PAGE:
Once you’ve got your head on straight and you’re in class for the right reasons, here are some things you shouldn’t tolerate in your acting class experience, in my opinion. Let’s be clear about that. This is all my personal and professional opinion. I mean no disrespect to any of you or any studio or teacher. But, as the saying goes, if the shoe fits, wear it.
At the end of the day, we’re all different and will respond to learning environments differently. You may love a class that others would avoid like the plague. Some of you might be willing to tolerate some of the following no-no’s because of the specific type of training taught by, reputation of, or relationship you have with, a particular studio or teacher.
My point in this article can be summed up simply as follows: Class is for you, not them. You’re not paying for the privilege to be trained somewhere or by someone. You’re hiring them, like a personal trainer, to train you and help you reach your highest potential. They work for you. If they’re not doing a good job, fire them and move on. Life is too short and this time in your career is too precious.
The reality is that there is a lovely, singular, sensitive artist inside each of you. You’re making enormous sacrifices to pursue acting as a profession. You’ve chosen an art form in which your own heart, mind, soul, and body are the instruments, with all the wear and tear that involves. Add the uncertain nature of employment in our industry and you have a circumstance ripe with opportunities for self-doubt, self-judgment, and feeling overwhelmed, emotionally, physically, and mentally drained, and all the rest. But it’s a price we’re not just willing, but dying to pay because we just love stories, experiencing new lives and relationships, immersing ourselves in all these varied worlds, and working with the most talented people in the entertainment business to tell these stories in the forms of movies and shows.
I want to protect you from unnecessary harm, frustration, wasted time and resources, and I don’t want you to miss out on the faster growth and joy that’s possible in your acting journey by not experiencing or demanding what I put to you as a better learning environment and experience.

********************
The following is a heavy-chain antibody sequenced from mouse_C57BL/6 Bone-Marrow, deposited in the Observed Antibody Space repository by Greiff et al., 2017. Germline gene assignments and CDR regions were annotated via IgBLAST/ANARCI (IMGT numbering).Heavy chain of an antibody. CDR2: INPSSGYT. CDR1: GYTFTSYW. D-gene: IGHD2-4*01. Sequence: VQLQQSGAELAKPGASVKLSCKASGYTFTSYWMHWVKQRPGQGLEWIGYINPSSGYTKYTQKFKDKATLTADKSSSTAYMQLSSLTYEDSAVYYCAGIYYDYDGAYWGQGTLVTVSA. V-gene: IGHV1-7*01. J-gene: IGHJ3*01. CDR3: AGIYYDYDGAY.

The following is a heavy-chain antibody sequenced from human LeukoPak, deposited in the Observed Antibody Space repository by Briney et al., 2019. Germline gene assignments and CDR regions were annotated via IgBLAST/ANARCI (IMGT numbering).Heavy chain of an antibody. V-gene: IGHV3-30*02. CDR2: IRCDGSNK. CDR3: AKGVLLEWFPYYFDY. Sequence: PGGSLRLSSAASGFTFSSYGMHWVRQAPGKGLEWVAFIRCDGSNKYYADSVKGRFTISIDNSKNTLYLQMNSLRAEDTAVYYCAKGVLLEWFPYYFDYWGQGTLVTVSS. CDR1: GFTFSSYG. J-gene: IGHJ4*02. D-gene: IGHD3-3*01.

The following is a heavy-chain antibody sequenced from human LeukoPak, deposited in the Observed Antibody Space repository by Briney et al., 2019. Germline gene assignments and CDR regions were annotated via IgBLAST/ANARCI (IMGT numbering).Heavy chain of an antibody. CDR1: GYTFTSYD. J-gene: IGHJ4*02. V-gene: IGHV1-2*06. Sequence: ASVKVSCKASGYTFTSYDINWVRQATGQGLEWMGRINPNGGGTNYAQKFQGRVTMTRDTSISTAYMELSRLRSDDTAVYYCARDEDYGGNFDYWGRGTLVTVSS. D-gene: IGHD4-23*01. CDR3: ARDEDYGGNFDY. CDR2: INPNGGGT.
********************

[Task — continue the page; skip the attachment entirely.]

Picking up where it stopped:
Finally, it must be said that all of the following are the direct responsibility of the main teacher, the one whose name is on the door. They set the tone for the class environment, culture, structure, and the behavior of their secondary teachers.
Without further ado, let’s begin:
Abuse. This one gets me the most. I can’t understand why people choose to be in a class where the teacher is abusive to his or her students. And, to be clear, I don’t consider being blunt or tough love as abusive. I mean the ones that are clearly being rude, insensitive, or mean; who insult, embarrass, or humiliate their students, oftentimes in front of the class, making an “example” of them.
To me, there is no excuse for this and it springs from the ego, vanity, or arrogance of the instructor, their sense of entitlement, or from their own personal issues. It can be absolutely traumatizing and leave lasting damage on a student’s self-esteem, self-confidence, and artistic development. It can lock them up into “safe” acting and scare them away from ever taking creative risks, which is the path to brilliance. I have had students come to me after their experiences in other better-known, and supposedly reputable studios, who couldn’t get through a take without bursting into tears from the fear and self-judgment in their head during the scene.
You don’t have to suffer to achieve growth. The industry is hard enough. You shouldn’t have to fear your teacher.
Politics. Seriously? You didn’t sign up and pay hundreds of dollars a month to feel like you’re not one of the teacher’s “favorites,” and that you’re not getting as much attention or feedback because they don’t “like” you. You shouldn’t have to kiss their ass or walk on eggshells. You shouldn’t have to earn their love or prove yourself to them. Your money is as green as everyone else’s. As long as you’re well behaved, working hard, and willing to be taught, you should feel like the teacher cares as much about you and your development as any other student.
Hostile class culture. On that note, it’s the teacher’s responsibility to set the tone for the class culture; how you treat each other. It really sucks to be in a class where the teacher allows the students to be mean and judgmental towards each other, cliquey, negatively competitive, have bad attitudes, and poor worth ethic. This is perhaps one of the worst transgressions.
We are each other’s greatest resource. You should be in a class where the students are encouraged to love and support each other and form friendships. These are the people with whom you’re sharing your journey and some of them may go on to play instrumental roles in your success—perhaps by helping you rehearse, putting you on tape, introducing you to a manger, agent, or CD, or talking you off the ledge in a moment of weakness. Your acting class should be like a family that has your back and recharges your spirit each week, not a battleground or gladiatorial arena.
Next week I’ll discuss a few more things you shouldn’t tolerate in an acting class. But in the meantime, if any of the aforementioned things have been seen in your current class, you might want to begin researching some new ones.
And be sure to check out Part 1, “Are You in Class for the Right Reasons?”
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